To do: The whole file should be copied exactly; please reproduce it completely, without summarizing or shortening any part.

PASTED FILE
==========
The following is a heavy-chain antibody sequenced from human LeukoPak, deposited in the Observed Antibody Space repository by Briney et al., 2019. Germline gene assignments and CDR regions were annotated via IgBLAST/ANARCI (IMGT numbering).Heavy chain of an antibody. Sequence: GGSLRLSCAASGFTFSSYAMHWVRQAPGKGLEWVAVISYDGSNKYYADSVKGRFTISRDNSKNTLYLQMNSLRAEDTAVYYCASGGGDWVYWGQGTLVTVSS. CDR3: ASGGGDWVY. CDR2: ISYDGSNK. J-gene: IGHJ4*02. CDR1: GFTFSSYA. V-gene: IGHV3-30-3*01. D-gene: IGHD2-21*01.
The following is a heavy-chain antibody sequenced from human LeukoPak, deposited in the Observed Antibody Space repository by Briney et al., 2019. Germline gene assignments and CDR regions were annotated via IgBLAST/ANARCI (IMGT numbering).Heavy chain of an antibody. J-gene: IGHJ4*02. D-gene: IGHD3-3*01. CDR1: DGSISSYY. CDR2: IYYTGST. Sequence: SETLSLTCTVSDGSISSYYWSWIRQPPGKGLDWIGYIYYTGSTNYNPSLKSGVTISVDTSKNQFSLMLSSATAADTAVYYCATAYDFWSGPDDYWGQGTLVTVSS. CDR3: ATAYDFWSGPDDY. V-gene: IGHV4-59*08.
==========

The following is a heavy-chain antibody sequenced from human LeukoPak, deposited in the Observed Antibody Space repository by Briney et al., 2019. Germline gene assignments and CDR regions were annotated via IgBLAST/ANARCI (IMGT numbering).Heavy chain of an antibody. Sequence: GGSLRLSCAASGFTFSSYAMHWVRQAPGKGLEWVAVISYDGSNKYYADSVKGRFTISRDNSKNTLYLQMNSLRAEDTAVYYCASGGGDWVYWGQGTLVTVSS. CDR3: ASGGGDWVY. CDR2: ISYDGSNK. J-gene: IGHJ4*02. CDR1: GFTFSSYA. V-gene: IGHV3-30-3*01. D-gene: IGHD2-21*01.
The following is a heavy-chain antibody sequenced from human LeukoPak, deposited in the Observed Antibody Space repository by Briney et al., 2019. Germline gene assignments and CDR regions were annotated via IgBLAST/ANARCI (IMGT numbering).Heavy chain of an antibody. J-gene: IGHJ4*02. D-gene: IGHD3-3*01. CDR1: DGSISSYY. CDR2: IYYTGST. Sequence: SETLSLTCTVSDGSISSYYWSWIRQPPGKGLDWIGYIYYTGSTNYNPSLKSGVTISVDTSKNQFSLMLSSATAADTAVYYCATAYDFWSGPDDYWGQGTLVTVSS. CDR3: ATAYDFWSGPDDY. V-gene: IGHV4-59*08.